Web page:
SAN DIEGO (AP) -- A federal judge who has been a target of Donald Trump's unending scorn must decide whether to release videos of the presumed Republican presidential nominee testifying in a lawsuit about the now-defunct Trump University — images that Trump's attorneys worry will be used to tarnish the campaign.
U.S. District Judge Gonzalo Curiel faces Trump's attorneys Wednesday for the first time since he permitted the release of unrelated documents in a class-action lawsuit alleging fraud, a move that led Trump to intensify his unusual attacks on the judge that included mention of his Mexican heritage.
The lawsuits allege that Trump University, which wasn't accredited as a school, gave seminars and classes across the country that were like infomericals, constantly pressuring students to spend up to $35,000 for mentorships and, in the end, failing on its promise to teach success in real estate.
News organizations want full transcripts and video of Trump testifying at an all-day deposition Dec. 10 at his New York office and for three hours on Jan. 21 in a Las Vegas law office. Nearly all transcripts have been released and Trump's attorneys said last month that they won't oppose unsealing the remaining pieces.
The big battle is over video, which Trump's attorneys don't want to see sliced and diced in campaign attack ads.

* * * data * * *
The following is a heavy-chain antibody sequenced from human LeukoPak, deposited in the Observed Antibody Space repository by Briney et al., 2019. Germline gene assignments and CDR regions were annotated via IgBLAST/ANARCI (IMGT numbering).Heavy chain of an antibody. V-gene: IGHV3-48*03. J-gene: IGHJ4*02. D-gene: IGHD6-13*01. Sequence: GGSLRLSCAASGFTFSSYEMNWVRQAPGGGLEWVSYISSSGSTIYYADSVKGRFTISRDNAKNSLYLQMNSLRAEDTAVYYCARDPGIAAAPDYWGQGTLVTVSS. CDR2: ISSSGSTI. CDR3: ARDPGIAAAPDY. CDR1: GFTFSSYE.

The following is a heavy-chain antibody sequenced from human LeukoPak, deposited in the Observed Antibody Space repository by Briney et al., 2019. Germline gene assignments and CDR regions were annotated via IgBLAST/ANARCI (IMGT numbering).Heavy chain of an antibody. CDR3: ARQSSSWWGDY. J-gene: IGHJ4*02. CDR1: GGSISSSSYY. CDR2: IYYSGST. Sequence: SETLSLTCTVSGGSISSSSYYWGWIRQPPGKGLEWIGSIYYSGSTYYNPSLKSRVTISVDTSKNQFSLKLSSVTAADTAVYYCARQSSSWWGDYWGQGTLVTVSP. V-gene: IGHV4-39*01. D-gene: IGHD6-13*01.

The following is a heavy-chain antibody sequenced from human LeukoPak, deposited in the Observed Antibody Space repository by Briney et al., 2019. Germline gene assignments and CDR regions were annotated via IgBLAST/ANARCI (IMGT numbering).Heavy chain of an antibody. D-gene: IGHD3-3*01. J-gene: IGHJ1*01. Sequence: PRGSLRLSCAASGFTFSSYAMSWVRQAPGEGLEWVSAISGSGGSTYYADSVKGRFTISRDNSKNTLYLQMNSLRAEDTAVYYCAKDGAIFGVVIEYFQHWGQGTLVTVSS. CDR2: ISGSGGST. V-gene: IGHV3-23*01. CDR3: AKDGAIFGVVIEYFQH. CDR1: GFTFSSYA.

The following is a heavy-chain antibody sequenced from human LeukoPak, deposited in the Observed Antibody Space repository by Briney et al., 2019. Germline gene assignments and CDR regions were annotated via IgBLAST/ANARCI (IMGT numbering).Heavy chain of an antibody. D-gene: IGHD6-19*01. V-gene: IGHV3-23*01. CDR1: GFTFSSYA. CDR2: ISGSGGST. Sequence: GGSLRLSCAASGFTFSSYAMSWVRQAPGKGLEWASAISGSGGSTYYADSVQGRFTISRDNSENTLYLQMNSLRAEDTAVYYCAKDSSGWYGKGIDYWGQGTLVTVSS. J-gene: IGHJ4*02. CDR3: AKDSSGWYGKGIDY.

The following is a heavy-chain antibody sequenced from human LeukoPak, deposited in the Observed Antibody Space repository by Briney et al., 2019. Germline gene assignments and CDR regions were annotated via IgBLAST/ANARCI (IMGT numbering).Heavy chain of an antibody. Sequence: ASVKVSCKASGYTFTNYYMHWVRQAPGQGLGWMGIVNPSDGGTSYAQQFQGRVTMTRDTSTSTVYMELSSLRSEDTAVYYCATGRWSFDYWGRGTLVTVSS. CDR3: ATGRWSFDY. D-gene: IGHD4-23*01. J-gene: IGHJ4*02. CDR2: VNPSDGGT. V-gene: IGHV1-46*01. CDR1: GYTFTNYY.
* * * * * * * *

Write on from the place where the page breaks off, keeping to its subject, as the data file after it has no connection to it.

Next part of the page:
"The near certainty that the video depositions would be used for political purposes — having nothing to do with the merits of this litigation — only underscores the court's duty to prevent misuse of these judicial proceedings," Trump's attorneys wrote.
They argue that Curiel should follow another judge in a lawsuit involving Hillary Clinton's email practices. U.S. District Judge Emmet Sullivan in the District of Columbia has allowed the release of deposition transcripts but no video. He sided with lawyers for Clinton aide Cheryl Mills, who said "snippets or soundbites of the deposition may be publicized in a way that exploits Ms. Mills' image and voice in an unfair and misleading manner."
News organizations argue that the public has a right to the complete record, given how Trump has touted his business acumen and questions that the lawsuits have raised.
Lawyers representing Trump University's former customers say the videos present "a more complete picture" than the transcripts.
Trump's tone, facial expressions, gestures and body language show "complete and utter unfamiliarity" with Trump University's instructors and instruction, despite the business mogul's previous statements that he was extensively involved, the attorneys wrote. They said Trump also made "many spontaneous and ad hominem remarks that are not reflected in the paper transcript of his depositions."
In portions of Trump's testimony that have been released, he acknowledged that he plays on people's fantasies. He is also pressed on blog posts in 2008 that Bill Clinton was a great president and Hillary Clinton would make a great president or vice president. Of his praise for Hillary Clinton, he said, "I didn't give it a lot of thought, because I was in business."
An adverse ruling for Trump may test his pledge in early June to avoid talking about the case and the judge.
Trump called Curiel "a very hostile judge" and a "hater of Donald Trump" in an 11-minute attack at a San Diego rally on May 27. Later, he said the Indiana-born judge's Mexican heritage and membership in a Latino lawyers association posed a conflict with Trump's positions on illegal immigration and promise to build a wall on the Mexican border.